The Reconstruction era (1861 to 1900), the historic period in which the United States grappled with the question of how to integrate millions of newly freed African Americans into social, political, and labor systems, was a time of significant transformation within the United States. Reconstruction began when the first United States soldiers arrived in slaveholding territories and enslaved people escaped from plantations and farms; some of them fled into free states, and others found safety with U.S. forces. During the period, Congress passed three constitutional amendments that permanently abolished slavery, defined birthright citizenship and guaranteed due process and equal protection under the law, and granted all males the ability to vote by prohibiting voter discrimination based on race, color, or previous condition of servitude (Thirteenth, Fourteenth, and Fifteenth amendments).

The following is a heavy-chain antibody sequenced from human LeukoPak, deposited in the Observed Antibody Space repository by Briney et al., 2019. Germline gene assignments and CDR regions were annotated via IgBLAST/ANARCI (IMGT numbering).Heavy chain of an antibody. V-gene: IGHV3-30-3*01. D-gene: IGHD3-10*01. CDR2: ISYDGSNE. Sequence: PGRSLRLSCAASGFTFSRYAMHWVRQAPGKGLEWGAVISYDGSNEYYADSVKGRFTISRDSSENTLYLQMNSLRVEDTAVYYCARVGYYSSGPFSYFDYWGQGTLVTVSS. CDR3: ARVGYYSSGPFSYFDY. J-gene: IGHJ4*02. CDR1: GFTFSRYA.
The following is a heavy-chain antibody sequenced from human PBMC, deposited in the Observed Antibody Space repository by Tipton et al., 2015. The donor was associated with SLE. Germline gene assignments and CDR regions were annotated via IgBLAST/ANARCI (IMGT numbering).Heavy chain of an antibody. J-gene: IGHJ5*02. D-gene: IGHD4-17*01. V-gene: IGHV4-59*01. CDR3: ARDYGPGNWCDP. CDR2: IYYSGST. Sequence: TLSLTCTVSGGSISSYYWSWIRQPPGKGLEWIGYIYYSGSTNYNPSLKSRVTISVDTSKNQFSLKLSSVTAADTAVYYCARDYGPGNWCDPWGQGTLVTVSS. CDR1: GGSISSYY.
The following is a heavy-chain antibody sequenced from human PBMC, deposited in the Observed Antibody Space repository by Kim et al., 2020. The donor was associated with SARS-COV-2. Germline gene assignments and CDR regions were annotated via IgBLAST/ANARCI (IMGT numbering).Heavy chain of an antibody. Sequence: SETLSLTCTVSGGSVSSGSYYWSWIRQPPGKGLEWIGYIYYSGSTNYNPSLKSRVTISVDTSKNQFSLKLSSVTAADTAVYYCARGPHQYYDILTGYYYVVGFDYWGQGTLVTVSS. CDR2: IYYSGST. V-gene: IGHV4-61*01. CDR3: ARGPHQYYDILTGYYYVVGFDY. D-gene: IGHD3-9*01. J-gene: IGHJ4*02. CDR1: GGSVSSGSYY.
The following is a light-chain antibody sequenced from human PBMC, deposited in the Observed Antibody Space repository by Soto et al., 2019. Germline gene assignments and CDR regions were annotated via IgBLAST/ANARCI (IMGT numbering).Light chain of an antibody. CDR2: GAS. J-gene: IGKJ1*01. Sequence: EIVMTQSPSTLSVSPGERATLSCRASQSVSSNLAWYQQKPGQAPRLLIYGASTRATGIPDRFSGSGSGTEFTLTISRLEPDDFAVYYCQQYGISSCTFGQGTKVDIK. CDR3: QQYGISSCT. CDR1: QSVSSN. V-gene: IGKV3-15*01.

Congress also passed a series of Reconstruction Acts that divided the former Confederacy into five military districts and laid out requirements for re-admittance to the Union (except Tennessee). The experience of Reconstruction, and the rebuilding of the Union following the Civil War, played out across America and resulted in changes that fundamentally altered the meaning of citizenship and the relationship between Federal and state governments.
Central to this drama was the former Confederacy where social, economic, and political changes dramatically transformed the region and where major activities of and resistance to Reconstruction took place. African Americans - across America - faced steep obstacles as they attempted to claim their newly won rights.
Ultimately, the unmet promises of Reconstruction led to the modern civil rights movement 100 years later.